WhatsApp will finally let users encrypt their chat backups in the cloud – TechCrunch

WhatsApp said on Friday it would give its two billion users the option to encrypt their chat backups to the cloud, taking a significant step to put a lid on one of the tricky ways private communication between individuals on the app can be compromised. The Facebook-owned service has had end-to-end encrypted chats between users for over a decade. But users have had no option but to store their chat backup to their cloud — iCloud on iPhones and Google Drive on Android — in an unencrypted format.

Tapping these unencrypted WhatsApp chat backups on Google and Apple servers is one of the widely known ways law enforcement agencies across the globe have for years been able to access WhatsApp chats of suspect individuals. Now WhatsApp says it is patching this weak link in the system. “WhatsApp is the first global messaging service at this scale to offer end-to-end encrypted messaging and backups, and getting there was a tough technical challenge that required an entirely new framework for key storage and cloud storage across operating systems,” said Facebook’s chief executive Mark Zuckerberg in a post announcing the new feature.


Store your encryption keys.

WhatsApp says it will offer users two ways to encrypt their cloud backups; the feature is optional. The company said it devised a system enabling WhatsApp users on Android and iOS to lock their chat backups with encryption keys. In the “coming weeks,” users on WhatsApp will see an option to generate a 64-digit encryption key to lock their chat backups in the cloud. Users can store the encryption key offline or in a password manager of their choice or create a password that backs up their encryption key in a cloud-based “backup key vault” that WhatsApp has developed. The cloud-stored encryption key can’t be used without the user’s password, which WhatsApp doesn’t know.

“We know that some will prefer the 64-digit encryption key, whereas others want something they can easily remember so we will be including both options. It is not known to us once a user sets their backup password. They can reset it on their original device if they forget it,” WhatsApp said. “For the 64-digit key, we will notify users multiple times when they sign up for end-to-end encrypted backups that if they lose their 64-digit key, we will not be able to restore their backup and that they should write it down. Before the setup is complete, we’ll ask users to affirm that they’ve saved their password or 64-digit encryption key.” A WhatsApp spokesperson told TechCrunch that the last backup copies would be deleted once an encrypted backup is created. “This will happen automatically, and there is no action that a user will need to take,” the spokesperson added.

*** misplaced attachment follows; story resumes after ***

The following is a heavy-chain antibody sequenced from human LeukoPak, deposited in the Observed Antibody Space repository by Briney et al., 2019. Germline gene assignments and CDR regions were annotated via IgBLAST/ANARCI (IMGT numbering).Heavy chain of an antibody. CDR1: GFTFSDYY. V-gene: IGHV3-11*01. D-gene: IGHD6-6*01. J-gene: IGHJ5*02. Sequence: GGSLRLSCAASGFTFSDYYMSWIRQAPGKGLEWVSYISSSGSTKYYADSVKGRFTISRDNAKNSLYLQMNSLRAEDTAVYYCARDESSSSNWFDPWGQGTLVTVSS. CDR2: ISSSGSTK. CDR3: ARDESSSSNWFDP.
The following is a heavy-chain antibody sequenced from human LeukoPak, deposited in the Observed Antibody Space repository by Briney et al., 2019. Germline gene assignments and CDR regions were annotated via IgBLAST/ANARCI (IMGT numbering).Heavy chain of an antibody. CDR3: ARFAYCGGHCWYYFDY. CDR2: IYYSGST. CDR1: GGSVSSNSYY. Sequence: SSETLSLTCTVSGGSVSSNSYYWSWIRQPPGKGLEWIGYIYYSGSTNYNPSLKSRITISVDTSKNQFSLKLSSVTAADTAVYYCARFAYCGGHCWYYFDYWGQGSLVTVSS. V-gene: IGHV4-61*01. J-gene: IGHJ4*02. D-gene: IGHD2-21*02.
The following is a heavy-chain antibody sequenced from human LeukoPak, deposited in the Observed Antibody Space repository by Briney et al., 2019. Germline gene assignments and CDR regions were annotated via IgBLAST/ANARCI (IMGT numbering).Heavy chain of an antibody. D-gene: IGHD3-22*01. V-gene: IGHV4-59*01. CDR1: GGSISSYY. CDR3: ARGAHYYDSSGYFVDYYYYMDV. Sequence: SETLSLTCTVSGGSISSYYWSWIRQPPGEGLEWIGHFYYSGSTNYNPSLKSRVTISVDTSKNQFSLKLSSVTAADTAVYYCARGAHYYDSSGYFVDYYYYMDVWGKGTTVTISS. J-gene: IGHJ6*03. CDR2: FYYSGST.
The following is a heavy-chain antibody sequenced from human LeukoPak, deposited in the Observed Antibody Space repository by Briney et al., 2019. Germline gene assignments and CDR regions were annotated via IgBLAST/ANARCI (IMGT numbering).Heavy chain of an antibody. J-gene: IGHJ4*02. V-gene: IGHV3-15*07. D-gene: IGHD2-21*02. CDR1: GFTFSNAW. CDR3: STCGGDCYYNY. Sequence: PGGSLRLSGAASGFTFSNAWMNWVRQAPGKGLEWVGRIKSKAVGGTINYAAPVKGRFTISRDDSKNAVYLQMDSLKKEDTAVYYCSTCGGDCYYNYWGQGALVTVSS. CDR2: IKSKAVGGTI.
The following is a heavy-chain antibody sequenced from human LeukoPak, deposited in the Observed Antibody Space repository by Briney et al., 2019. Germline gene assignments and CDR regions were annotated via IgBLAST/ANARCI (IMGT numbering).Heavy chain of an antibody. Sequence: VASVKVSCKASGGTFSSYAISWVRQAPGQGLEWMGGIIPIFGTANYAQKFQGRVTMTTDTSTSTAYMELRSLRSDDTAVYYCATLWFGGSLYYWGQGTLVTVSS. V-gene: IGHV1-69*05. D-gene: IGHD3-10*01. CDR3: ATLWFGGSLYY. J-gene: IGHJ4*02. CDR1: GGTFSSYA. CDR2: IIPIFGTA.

Potential regulatory pushback?

The move to introduce this added privacy layer is significant and could have far-reaching implications. End-to-end encryption remains a thorny topic of discussion as governments continue to lobby for backdoors. After the FBI complained, Apple was pressured not to add encryption to iCloud Backups. While Google has allowed users to encrypt their data in Google Drive, the company allegedly didn’t tell governments before it rolled out the feature.

When asked by TechCrunch whether WhatsApp or its parent firm, Facebook, had consulted with government bodies — or if it had received their support — during the development process of this feature, the company declined to discuss any such conversations. “People’s messages are deeply personal, and as we live more online, we believe companies should enhance the security they provide their users. By releasing this feature, we are allowing our users to add this additional layer of security for their backups if they’d like to. We’re excited to give our users a meaningful advancement in the safety of their messages,” the company told TechCrunch.

Rate, Friday’s announcement comes days after ProPublica reported that private end-to-end encrypted conversations between two users could be read by human contractors when users write messages. WhatsApp is uncommon for companies to withhold privacy features for legal and regulatory reasons. For instance, the Applepcoming encrypted browsing feature won’t be available to users in specific authoritarian regimes, such as China, Belarus, Egypt, Kazakhstan, Saudi Arabia, Turkmenistan, Uganda, and the Philippines. WhatsApp, they were also confirmed that it would be rolling out this optional feature in every market where its app is operational.

“Making backups fully encrypted is hard, and making it reliable and simple enough for people to use is tough. No other messaging service at this scale has done this and provided this level of security for people’s messages,” Uzma Barlaskar, product lead for privacy at WhatsApp, told TechCrunch. “We’ve been working on this problem for many years, and to build this, we had to develop an entirely new framework for key storage and cloud storage that can be used across the world’s largest operating systems, and that took time.”

Gemma Broadhurst
I am a writer by profession, and I love to write in my spare time. I am one of the most experienced writer for newspriest. I always make sure that whatever is written on my blog is 100% genuine and true. I am a University of Florida graduate pursuing a Master's degree.

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